The Fourth Wall is Down!
One of the things I’ve struggled with over the years as an actor is the concept of the “Fourth Wall”. In the theater, the Fourth Wall is supposed to be the invisible wall between the audience and the traditional “box” stage. The challenge to the actor was presented as “be the character — but be heard in the back row” ; “ don’t show any artifice; pretend the audience is not there, etc” Very often I felt I had to fight against artifice creeping into my performance as I tried to fulfill a director’s technical requirements. I remember being rebuked by Herbert Berghof, as I struggled with a bit of business where I was trying to hide my actions from other characters but not from the audience. “IS THAT THE WAY YOU ARE GOING TO DO IT, – FOR YOUR FRIENDS AND FAMILY WHEN THEY SHOW UP!” — Sweat inducing for a young actor for sure.
This concept of the Fourth Wall I found to be alienating for me. Even in film, the camera lens is the audience. It’s interesting how many comedies like “The Office” now routinely and deliberately break the fourth wall by looking directly into lens. Now that technique of course does not work for every format, but the principle it reveals is that you can and should make the audience your ally somehow. How do you do that? In my book I go into detail about how characters always have some goal of influence that they are trying to achieve, no matter how subtle–even if they are onstage by themselves, the actor has to know what his “intent” is.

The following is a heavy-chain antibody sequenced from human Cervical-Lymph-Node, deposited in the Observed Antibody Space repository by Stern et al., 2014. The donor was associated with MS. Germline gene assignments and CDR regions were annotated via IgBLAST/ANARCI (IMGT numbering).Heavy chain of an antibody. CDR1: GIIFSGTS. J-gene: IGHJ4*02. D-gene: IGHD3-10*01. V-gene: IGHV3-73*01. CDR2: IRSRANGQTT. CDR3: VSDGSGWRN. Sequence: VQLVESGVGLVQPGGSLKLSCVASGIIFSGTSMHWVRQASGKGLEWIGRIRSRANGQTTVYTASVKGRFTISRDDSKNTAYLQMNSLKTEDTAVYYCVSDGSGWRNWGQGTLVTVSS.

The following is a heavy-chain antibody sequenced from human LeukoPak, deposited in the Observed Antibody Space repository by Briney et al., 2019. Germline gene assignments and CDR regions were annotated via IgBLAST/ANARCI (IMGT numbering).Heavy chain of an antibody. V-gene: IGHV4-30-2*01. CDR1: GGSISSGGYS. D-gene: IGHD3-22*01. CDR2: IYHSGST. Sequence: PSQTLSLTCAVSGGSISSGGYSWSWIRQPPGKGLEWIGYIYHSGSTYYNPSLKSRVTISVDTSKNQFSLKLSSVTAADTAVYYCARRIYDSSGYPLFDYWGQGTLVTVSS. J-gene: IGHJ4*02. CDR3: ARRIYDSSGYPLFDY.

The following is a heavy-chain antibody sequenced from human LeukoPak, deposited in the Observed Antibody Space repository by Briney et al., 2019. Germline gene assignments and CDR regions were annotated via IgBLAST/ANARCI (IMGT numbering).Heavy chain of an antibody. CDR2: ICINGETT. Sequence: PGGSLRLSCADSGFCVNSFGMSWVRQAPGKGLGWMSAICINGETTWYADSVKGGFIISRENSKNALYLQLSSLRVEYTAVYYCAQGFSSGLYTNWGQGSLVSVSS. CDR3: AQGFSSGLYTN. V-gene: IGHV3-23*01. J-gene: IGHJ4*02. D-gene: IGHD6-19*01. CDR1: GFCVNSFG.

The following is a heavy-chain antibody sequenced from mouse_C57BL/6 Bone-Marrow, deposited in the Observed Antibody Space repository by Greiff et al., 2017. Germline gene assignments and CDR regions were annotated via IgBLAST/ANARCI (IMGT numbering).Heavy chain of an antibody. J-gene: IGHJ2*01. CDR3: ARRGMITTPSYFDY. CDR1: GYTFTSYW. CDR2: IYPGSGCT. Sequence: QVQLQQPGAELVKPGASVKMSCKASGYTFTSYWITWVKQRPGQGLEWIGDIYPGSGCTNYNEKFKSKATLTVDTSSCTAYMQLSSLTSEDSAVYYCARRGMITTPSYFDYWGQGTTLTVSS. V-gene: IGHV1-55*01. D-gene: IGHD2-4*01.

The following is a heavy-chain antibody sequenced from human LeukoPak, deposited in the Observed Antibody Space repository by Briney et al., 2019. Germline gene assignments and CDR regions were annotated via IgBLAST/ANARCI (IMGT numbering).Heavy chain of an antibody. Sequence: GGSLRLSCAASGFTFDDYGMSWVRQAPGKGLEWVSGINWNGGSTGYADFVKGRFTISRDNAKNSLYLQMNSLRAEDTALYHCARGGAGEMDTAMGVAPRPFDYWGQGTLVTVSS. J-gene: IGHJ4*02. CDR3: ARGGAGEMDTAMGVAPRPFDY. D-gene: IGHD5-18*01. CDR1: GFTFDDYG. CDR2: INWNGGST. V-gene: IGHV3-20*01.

One of the principles of LIFE ACTING is that all of life is a performance. When you are in an argument and there is a party observing, watch how your argument changes! Not only are you trying to “win” the argument, but you are also trying to make an ally of the observer– to get him on your side! When you think about it, there is an element of this in every real life encounter.
In my opinion, the doctrine of the “fourth wall” has made us afraid of the audience. The audience has become our adversary. Our excuse is that we must not let the audience see any artifice. We must fool them. We must be “real”, so we ignore them. The “fourth wall” has alienated us from the camera and from our audiences. That is why I think it must be done away with as a concept.
In its place, LIFE ACTING embraces the audience and the camera as an ALLY. It neither pretends the audience does not exist, nor is intimidated by its judgments. LIFE ACTING accepts that there is always an audience to be wooed, to be convinced, and to be made an ally. For example, if I am Romeo trying to convince Juliet of my love, I will have no problem “being heard in the back row”, if I accept that the guy in the back row is watching and needs to be on my side!
It seems silly to say this. Every actor is obviously aware that there is an audience when he is on stage, or that there is a camera and make up artist five feet away from him as he performs a poignant scene. But many of us are told to ignore these things, or to try to relax in spite of their presence. LIFE ACTING does neither, but says to embrace them, use them, and win them over. The Fourth wall is down! Long Live the Revolution! When we embrace the audience, we eliminate a whole source of tension, anxiety, and conflict within the actor.